New Year's Day is often a day for beginning things. In 1958, treaties creating the European Economic Community went into effect. Known as the EEC, it was the forerunner of the European Union. In 1993, the Czech Republic and Slovakia came into independent existence, splitting the former Czechoslovakia.
Tomorrow comprises another milestone in European history. European Central Bank President Wim Duisenberg spoke today in Frankfurt on the occasion of the introduction of banknotes and coins for the euro currency.
"New Year's Eve is traditionally a time to take stock, to look back, and to look forward. This year, however, we are very much looking forward, in more than one sense -- forward to the introduction of the euro banknotes and coins."
The euro is the new single currency, adopted by 12 of the 15 European Union countries. It comes into existence in the form of paper money and coins on 1 January, eliminating any need for costly currency exchanges for travelers and easing commercial transactions between euro-zone countries. It is the latest advance in the free-trade aims expressed by the EEC at its founding 44 years ago.
The Chinese invented fireworks. So it should not be surprising that Asians use fireworks to commemorate many different occasions. The custom has grown so widespread at the new year that it so far has defied efforts by modern states to control it. Just as prohibition in the United States failed to halt the manufacture and sale of alcoholic beverages, efforts in China, Thailand, and other Asian nations to outlaw or license commerce in fireworks because of the dangers have only driven the trade underground.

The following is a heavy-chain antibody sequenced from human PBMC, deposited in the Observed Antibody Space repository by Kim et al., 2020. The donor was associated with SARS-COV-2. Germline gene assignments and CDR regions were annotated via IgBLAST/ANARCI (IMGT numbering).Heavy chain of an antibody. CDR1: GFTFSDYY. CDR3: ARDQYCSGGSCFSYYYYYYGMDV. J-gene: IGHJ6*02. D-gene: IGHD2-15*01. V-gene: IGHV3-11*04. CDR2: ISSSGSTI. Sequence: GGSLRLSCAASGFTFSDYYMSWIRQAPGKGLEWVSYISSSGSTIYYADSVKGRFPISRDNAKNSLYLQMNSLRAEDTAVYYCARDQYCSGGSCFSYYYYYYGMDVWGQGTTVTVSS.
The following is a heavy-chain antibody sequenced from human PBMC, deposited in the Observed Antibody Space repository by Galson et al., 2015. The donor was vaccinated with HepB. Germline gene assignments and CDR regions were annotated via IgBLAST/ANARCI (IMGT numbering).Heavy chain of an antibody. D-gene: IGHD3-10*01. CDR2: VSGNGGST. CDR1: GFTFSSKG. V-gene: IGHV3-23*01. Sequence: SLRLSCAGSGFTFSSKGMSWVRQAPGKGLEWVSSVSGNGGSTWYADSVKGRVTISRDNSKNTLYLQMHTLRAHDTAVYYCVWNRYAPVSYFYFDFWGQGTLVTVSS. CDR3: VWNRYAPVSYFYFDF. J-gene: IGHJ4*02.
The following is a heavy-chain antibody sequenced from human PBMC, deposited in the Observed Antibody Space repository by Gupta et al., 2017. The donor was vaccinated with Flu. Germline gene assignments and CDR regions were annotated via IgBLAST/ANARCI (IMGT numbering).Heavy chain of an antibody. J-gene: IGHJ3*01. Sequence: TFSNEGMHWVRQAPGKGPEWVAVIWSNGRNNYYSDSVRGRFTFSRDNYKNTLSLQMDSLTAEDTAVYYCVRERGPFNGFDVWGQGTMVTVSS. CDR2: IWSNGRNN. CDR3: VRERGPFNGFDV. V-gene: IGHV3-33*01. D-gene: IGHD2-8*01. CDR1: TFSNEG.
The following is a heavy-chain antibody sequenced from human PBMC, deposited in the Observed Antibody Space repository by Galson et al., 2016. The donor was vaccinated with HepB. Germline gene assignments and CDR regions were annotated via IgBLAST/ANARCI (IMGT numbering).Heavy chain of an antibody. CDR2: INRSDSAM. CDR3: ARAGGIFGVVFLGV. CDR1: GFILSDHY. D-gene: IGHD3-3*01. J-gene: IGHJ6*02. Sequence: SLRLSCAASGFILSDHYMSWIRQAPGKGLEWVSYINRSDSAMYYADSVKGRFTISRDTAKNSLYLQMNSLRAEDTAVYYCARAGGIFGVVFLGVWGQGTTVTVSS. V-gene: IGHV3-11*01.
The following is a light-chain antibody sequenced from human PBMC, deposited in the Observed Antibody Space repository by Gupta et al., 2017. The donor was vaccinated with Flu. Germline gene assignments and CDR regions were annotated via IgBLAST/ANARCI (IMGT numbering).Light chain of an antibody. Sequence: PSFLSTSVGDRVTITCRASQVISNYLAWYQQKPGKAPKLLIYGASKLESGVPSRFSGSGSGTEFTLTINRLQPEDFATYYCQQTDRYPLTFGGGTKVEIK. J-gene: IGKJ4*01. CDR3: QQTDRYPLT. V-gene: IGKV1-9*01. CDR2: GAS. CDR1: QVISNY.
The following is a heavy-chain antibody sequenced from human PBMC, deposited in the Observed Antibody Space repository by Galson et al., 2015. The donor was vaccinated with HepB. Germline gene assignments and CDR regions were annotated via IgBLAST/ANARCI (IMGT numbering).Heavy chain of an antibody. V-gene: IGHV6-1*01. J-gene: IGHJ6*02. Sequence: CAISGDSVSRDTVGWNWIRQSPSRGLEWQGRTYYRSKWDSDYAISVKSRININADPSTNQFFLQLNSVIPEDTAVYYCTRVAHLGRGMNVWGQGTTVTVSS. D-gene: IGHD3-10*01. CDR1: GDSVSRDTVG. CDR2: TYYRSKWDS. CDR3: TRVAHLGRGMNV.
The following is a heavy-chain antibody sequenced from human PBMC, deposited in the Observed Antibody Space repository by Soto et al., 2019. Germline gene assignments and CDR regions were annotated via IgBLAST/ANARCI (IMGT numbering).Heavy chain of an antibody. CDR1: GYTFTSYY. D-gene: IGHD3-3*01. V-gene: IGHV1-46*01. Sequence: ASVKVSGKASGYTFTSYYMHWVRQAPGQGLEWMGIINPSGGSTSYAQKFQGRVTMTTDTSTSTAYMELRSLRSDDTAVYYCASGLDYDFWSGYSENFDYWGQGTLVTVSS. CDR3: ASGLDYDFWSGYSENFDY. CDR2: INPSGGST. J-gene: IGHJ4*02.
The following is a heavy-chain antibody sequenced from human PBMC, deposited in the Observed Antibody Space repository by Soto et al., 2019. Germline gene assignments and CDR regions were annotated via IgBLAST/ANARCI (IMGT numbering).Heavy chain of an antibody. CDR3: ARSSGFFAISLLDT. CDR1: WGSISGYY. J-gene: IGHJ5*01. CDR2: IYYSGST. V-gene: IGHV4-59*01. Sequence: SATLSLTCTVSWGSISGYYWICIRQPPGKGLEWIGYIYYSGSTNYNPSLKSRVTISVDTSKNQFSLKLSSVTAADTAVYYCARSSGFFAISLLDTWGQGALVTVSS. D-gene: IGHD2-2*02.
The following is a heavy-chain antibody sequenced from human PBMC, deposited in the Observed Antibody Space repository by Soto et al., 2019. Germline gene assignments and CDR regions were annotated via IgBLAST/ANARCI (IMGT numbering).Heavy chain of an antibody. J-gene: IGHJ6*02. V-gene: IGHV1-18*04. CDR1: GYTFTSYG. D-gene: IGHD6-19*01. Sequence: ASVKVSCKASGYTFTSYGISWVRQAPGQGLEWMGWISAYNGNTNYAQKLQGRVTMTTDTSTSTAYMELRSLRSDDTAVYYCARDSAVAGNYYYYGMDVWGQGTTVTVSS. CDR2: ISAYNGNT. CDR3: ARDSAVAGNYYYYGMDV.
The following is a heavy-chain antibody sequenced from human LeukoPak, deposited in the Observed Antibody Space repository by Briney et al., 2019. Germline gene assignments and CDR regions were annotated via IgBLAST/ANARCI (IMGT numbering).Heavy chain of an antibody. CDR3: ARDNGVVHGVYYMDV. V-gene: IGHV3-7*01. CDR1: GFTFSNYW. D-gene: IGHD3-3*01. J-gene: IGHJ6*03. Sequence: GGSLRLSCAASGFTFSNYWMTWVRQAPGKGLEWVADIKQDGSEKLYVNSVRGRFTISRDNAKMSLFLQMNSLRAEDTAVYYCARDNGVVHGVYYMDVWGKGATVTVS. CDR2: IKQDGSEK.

On 29 December, a fire sparked by an explosion in a fireworks store in Lima, Peru, killed at least 240 people and injured another 160. Twenty people are missing. Peru is observing two days of national mourning.
This month in eastern China's Jiangxi Province, security inspectors probing for hidden explosives on a coal truck accidentally detonated a clandestine load of fireworks, killing nine people and injuring 14. China began combating unlicensed explosives makers after a dormitory bombing in the northern industrial city of Shijiazhuang killed 108 people in March, and dramatized how easy it is to buy explosives in China.
Since fermentation of beverages began in pre-history, people have ceremoniously, socially and, sometimes, clandestinely consumed alcoholic drinks to celebrate festive occasions. In the West, at least, New Year's Eve -- mostly free of inhibiting religious significance -- has become the main holiday for imbibing.
Members of Alcoholics Anonymous, the worldwide self-help association of alcohol addicts trying to kick the habit, jokingly speak of New Year's Eve as "amateur night." And reformers have developed hundreds -- perhaps thousands -- of campaigns to limit the associated epidemic of drunk driving.
Among the latest of these has been offered by six funeral homes in the southern U.S. states of Georgia, Tennessee, Alabama, and South Carolina. They have announced that they will pay for the coffin, embalming, and burial of people who, after signing a contract, end up dying as a result of driving while drunk on New Year's Eve. They have had no takers.